“I’m a girl from Kenosha, Wisconsin, you know? I mean, who would’ve thought I’d be a fashion designer?”
With a well-equipped fitness facility, airy café, massage room, wellness room where nursing mothers can pump, and locker room with showers and chandeliers, the vast distribution center feels more like an extension of Scott’s home than a warehouse. Original works by Scott’s favorite artists and the same seafoam-green paint from her kitchen decorate the walls.
“Every single employee, whether you’re an intern, part-time, holiday help, or C-level, should have the same level of love and respect and care,” Scott says. “How you treat people is what you get back.” The design of the distribution center was intended to make each person feel like they’re getting “a warm hug” as they come into work.
During her welcome speech at the new facility, a few employees got teary-eyed, and one woman approached Scott as she walked away from the mic. She asked, “What’s going to happen to our culture as we continue to grow bigger?”
“It will not change,” Scott promised. “There will be a lot of things that change, but that will never change.”
So what’s the big deal about the culture, aside from the luxe office digs? Kendra Scott team members call it “the sister rule.”
“As a company we have cultural pillars: family, fashion and philanthropy,” says COO Weingart. “Family really is a state of mind.” In a company whose workforce is 95 percent women, the sister rule dictates everything from the hiring process to customer service policy.
“If your sister did this, what would you do?” Weingart asks. “Yes, we have the policies and procedures in place, but let’s use some common sense and treat folks like family. If your sister came in [to the store unhappy about a purchase], what would you do for her? Well, you’d exchange it, or you’d return it, or you’d get her something different. You know what I mean? That’s how you should treat the customer.”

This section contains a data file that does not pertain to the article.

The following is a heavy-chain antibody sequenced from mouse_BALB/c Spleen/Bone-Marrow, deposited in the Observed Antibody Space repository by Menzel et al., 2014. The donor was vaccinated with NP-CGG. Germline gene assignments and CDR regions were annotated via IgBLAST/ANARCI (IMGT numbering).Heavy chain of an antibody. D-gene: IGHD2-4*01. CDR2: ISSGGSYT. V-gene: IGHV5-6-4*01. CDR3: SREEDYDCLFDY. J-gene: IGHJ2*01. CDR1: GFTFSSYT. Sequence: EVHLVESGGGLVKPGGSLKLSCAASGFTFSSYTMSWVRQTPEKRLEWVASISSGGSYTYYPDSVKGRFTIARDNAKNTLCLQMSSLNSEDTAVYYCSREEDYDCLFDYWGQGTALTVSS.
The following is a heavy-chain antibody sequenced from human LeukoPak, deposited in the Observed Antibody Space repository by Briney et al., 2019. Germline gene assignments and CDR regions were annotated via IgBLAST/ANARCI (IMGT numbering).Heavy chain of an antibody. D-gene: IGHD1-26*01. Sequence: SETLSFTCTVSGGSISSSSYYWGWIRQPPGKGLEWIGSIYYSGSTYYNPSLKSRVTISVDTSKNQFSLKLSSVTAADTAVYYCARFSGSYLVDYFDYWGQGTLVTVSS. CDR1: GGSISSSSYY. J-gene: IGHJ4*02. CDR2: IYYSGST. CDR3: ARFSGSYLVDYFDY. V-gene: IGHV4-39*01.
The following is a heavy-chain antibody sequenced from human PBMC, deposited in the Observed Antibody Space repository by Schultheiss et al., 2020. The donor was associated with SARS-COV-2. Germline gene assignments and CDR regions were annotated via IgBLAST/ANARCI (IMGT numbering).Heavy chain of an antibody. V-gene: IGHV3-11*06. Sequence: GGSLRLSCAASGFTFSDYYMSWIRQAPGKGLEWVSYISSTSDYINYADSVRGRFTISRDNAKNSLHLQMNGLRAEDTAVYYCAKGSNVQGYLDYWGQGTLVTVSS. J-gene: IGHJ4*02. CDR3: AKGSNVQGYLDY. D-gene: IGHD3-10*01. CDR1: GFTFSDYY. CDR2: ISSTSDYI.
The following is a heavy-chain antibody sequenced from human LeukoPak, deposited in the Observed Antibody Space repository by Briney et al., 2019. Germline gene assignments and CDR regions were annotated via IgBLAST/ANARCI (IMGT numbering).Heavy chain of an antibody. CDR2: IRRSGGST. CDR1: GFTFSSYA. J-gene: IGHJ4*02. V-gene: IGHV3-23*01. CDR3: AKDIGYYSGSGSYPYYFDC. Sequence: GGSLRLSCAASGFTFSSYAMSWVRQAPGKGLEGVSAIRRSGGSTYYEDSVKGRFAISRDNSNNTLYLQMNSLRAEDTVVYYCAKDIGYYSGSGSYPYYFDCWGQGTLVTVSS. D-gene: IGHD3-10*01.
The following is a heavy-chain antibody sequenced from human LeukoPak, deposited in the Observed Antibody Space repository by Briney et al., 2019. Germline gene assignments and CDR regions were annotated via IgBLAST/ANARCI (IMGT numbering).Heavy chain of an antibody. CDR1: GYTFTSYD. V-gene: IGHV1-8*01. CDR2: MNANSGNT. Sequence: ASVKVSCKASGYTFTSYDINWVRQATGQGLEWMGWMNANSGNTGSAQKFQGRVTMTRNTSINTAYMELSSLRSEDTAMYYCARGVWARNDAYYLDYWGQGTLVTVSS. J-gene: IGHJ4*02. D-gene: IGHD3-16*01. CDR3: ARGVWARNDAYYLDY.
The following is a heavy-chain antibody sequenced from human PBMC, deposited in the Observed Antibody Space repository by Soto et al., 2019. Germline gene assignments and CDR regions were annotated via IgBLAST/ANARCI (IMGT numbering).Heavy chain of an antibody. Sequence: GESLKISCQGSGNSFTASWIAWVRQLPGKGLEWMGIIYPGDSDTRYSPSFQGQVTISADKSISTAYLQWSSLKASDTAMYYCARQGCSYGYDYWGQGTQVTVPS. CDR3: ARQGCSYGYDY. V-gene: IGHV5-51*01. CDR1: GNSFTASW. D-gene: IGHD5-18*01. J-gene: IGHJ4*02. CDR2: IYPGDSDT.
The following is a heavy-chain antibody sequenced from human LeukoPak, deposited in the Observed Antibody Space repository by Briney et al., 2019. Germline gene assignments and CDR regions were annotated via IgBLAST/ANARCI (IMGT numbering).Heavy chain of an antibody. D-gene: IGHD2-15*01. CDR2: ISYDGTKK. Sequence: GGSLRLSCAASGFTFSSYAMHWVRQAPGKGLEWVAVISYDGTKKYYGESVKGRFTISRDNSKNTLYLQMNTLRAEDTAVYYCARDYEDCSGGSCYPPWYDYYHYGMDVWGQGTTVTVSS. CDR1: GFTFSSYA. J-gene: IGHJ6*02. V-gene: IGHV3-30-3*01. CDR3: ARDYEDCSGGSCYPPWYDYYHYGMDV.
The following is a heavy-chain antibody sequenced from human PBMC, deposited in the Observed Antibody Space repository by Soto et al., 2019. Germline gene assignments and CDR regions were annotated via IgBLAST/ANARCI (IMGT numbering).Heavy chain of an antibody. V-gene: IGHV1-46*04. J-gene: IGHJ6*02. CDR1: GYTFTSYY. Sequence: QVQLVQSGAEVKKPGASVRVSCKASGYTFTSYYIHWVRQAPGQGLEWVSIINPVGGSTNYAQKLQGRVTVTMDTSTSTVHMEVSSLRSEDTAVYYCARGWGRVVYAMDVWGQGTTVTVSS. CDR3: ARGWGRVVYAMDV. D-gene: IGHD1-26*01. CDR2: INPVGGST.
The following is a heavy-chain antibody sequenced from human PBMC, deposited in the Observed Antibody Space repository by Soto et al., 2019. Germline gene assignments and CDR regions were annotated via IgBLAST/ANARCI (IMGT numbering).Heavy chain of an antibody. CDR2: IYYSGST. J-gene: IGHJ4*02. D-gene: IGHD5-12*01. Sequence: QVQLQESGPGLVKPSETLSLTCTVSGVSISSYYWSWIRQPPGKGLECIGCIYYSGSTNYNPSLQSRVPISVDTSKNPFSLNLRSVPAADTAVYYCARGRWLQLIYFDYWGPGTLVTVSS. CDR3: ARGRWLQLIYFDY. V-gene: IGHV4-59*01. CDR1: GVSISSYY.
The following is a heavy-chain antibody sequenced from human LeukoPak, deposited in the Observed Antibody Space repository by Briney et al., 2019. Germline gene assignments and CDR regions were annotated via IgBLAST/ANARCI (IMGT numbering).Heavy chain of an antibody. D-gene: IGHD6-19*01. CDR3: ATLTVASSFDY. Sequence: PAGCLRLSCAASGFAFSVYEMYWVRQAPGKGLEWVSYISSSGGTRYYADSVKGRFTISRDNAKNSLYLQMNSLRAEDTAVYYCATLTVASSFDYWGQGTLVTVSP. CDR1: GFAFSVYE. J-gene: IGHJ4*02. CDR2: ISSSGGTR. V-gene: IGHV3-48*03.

Weingart says the sister rule is instrumental in keeping the team together during such rapid—and sometimes extremely stressful—growth. “We have a large team that works a lot of hours together, so interpersonal relationships, communication, teamwork—all of those things become absolutely critical. You cannot run this fast without having folks who are committed to working through good times, but also working through issues together. Everybody has to have a common purpose and a common goal, similar to a family.”
This approach leads to a lot of promotion from within, which in turn inspires company loyalty among the team. Every person has the chance to become what Scott calls “a shining star.”
“I’m a girl from Kenosha, Wisconsin, you know? I mean, who would’ve thought I’d be a fashion designer?” Scott shakes her head. “I hope that we create a company that gives every single person the feeling that we’re finding their best in them.”
Christine Browning, vice president of human resources, says one major goal in the retail locations is to avoid the cattiness that sometimes accompanies commission sales. “All of our staffers are on joint commission structure so there’s no fighting over customers. It’s a very shared environment. The salespeople are all aligned to doing what’s best for the customer.”
Scott says that friendly culture is everything. “It doesn’t matter how great your product is, your company will not grow and you’re not going to thrive if you can’t keep and make people happy.”
Family in Front
Near the end of our time together, I raise the issue that comes up in nearly every interview with a female business owner who is also a mother: How does Scott’s family fit into her life as an entrepreneur?
She takes a deep breath. There aren’t any easy answers. “I work at it every day. Some days are better than others.” Scott says she blocks out time every evening for dinner and homework unless it’s an emergency. “It’s not perfect. When I have to travel to the stores, I have this crazy schedule because I want to get home to my kids. I’d rather work all day and get the last flight out so I can wake up and have breakfast with them.”
Her family-first belief has driven her to ensure that all of her employees have the same opportunity to arrange their lives around their families.
The company will move to a state-of-the-art, 43,500-square-foot headquarters in 2016, complete with study rooms for kids who join their parents at work in the afternoons, a room for nursing moms, and even a dog-friendly office policy. Add in free yoga classes and other perks, and Kendra Scott employees will have the makings of mommy heaven.
“When I became a mom and they handed me that little baby. I knew at that moment that nothing was more important than being able to be present for him. And if I could figure out a way to create a business that allowed not just me, but other men and women, to be present in their families and do what they love and be able to give back, that would be success. And that’s what we’ve done.”
Her broad smile returns. “I feel like the luckiest person alive. I really do. I wake up every day, and I can’t believe I’m living this life. It is a dream. It’s actually bigger than I could’ve dreamed. And now I’m actually dreaming much bigger. Now I feel like we’ve just scratched the surface.”
Kendra Scott is featured in the April 2016 issue of SUCCESS magazine, on newsstands March 8.